In Memoriam: Elinor Ostrom

Our good friend and colleague Elinor Ostrom passed away on 12 June 2012 after a long illness. Elinor was the first, and to date only, woman to win a Nobel Prize in economics. Ravi Kanbur, who worked closely with Elinor, reflects on her life and work:

I first got to know Lin Ostrom well on a personal level when we both served on the Swedish government's Development Council. We jointly proposed ‘informality’ as an important topic for the Council to consider, and this eventually resulted in a major conference organized jointly with, and hosted by, UNU-WIDER in Helsinki. Basudeb Guha-Khasnobis and I then worked with Lin on the volume that came out of the conference, Linking the Formal and Informal Economy: Concepts and Policies. I remember well visiting her in Bloomington, Indiana, to put the finishing touches to the overview—Basudeb joined by video conference. She took me to her house and taught me something that I do to this day—put maple syrup in my tea!

Lin was a sharp and committed intellect, and warm and giving person. Her work on management of the commons is foundational in development, and the perspective developed in that line of work is present strongly in our volume. Different people will see different aspects of her work as being crucial—for me, it was her empirical demonstration, and then insistence in policy contexts, that the ‘informal’ sector was not chaotic and disorganized, but had its own logic and structure. This logic was for outsiders to understand, but it could not be dismissed or ignored. Indeed, it was precisely such an erroneous mindset that had led to major policy failures like nationalization of forests in many developing countries. The last two decades have seen significant moves to bring back local management of common pool resources, driven in large part by the meticulous and tireless research and policy advocacy of Lin and her colleagues and students.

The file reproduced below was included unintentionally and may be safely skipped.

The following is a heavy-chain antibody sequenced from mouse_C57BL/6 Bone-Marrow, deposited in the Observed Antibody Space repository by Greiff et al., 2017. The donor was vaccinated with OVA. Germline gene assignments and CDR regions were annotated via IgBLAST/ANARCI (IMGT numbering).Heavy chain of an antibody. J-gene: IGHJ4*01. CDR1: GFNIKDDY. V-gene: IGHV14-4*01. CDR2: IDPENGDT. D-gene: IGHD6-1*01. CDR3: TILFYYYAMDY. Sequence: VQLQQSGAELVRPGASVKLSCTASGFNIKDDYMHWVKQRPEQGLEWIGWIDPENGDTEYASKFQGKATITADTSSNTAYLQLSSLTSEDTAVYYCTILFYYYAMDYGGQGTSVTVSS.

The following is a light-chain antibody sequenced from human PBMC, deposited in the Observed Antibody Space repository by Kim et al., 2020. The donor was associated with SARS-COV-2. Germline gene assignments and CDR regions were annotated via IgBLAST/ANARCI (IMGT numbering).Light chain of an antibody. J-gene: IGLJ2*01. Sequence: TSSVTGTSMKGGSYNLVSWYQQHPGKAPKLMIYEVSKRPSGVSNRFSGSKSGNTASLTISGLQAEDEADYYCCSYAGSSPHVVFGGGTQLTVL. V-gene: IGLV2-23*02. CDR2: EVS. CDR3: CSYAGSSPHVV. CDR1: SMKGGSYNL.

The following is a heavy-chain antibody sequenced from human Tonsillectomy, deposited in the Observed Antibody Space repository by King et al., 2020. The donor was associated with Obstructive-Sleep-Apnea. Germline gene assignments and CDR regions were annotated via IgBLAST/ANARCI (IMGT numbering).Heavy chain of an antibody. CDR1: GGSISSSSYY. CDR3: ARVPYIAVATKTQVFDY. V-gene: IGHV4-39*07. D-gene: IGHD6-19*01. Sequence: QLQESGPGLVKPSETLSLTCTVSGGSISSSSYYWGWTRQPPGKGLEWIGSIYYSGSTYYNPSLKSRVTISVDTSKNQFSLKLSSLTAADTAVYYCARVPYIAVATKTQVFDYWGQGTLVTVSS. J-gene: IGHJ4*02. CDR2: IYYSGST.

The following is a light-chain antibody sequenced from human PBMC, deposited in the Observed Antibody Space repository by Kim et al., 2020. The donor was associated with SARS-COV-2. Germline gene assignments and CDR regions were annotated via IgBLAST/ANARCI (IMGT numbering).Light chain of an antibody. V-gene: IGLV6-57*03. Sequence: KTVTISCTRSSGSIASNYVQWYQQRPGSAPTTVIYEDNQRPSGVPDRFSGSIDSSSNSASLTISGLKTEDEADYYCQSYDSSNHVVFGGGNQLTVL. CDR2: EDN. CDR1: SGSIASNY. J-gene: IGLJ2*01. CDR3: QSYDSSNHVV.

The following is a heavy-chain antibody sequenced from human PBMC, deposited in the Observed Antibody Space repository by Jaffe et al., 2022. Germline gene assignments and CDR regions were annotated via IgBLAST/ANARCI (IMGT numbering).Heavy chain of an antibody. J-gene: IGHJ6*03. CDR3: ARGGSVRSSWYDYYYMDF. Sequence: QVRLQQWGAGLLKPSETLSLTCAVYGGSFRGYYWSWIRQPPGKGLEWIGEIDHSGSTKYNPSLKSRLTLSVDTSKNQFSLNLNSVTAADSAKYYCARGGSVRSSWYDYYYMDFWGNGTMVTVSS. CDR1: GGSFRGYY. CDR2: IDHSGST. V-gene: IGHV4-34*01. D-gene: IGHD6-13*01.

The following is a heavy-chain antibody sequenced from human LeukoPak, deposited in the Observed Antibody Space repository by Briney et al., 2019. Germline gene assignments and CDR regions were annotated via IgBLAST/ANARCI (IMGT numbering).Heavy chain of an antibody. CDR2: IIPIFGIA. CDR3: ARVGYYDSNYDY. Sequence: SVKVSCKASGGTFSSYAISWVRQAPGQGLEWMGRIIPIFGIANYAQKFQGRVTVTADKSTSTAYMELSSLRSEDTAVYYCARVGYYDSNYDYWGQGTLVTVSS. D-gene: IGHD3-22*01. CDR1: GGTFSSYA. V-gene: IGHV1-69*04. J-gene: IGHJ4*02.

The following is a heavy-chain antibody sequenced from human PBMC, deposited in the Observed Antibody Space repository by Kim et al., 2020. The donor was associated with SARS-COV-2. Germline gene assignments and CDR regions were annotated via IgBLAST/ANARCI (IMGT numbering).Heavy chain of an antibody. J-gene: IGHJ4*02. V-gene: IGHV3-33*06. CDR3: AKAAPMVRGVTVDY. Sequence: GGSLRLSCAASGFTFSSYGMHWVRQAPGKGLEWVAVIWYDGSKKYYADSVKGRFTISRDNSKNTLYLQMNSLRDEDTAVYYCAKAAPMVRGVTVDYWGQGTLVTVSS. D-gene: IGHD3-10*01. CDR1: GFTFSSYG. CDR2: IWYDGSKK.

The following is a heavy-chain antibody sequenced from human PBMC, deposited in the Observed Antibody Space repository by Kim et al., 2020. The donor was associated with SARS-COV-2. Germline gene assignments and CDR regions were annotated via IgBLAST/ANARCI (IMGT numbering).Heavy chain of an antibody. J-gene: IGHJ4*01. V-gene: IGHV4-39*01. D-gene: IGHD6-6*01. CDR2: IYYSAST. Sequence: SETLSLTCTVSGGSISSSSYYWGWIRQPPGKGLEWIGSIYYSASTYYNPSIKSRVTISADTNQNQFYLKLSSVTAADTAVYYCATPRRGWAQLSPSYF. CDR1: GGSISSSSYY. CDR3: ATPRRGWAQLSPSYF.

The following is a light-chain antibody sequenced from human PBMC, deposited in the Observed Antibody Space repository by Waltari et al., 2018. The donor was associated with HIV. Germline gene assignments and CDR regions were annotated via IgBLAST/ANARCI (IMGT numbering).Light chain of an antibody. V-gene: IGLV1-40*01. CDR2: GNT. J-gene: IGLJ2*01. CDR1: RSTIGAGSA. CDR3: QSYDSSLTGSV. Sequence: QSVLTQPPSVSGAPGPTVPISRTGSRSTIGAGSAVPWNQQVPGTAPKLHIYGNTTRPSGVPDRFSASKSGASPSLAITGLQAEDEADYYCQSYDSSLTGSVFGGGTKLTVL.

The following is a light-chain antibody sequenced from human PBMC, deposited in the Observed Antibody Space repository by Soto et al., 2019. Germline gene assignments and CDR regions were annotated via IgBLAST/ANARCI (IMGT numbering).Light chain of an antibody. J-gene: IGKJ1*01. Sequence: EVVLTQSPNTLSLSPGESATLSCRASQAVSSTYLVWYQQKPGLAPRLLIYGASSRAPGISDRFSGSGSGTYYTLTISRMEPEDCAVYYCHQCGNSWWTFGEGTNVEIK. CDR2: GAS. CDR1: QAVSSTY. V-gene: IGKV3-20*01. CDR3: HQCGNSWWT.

In the time that I knew Lin, I came to appreciate her warm personality, and her essential character as a team player. She always gave credit to others rather than taking it herself, and looked to build analytical capacity, in developed and developing countries. In interactions she treated all with equal respect and attention. I will miss her.

Professor Ravi Kanbur is T.H. Lee Professor of World Affairs, International Professor of Applied Economics and Management, and Professor of Economics at Cornell University. He is a member of the UNU-WIDER Board.

Some interviews with Elinor Ostrom can be viewed from the following links:

Our policies have made people hungry

Expert advice for development economists at the start of their careers

Ideas to broaden the researcher base in developing countries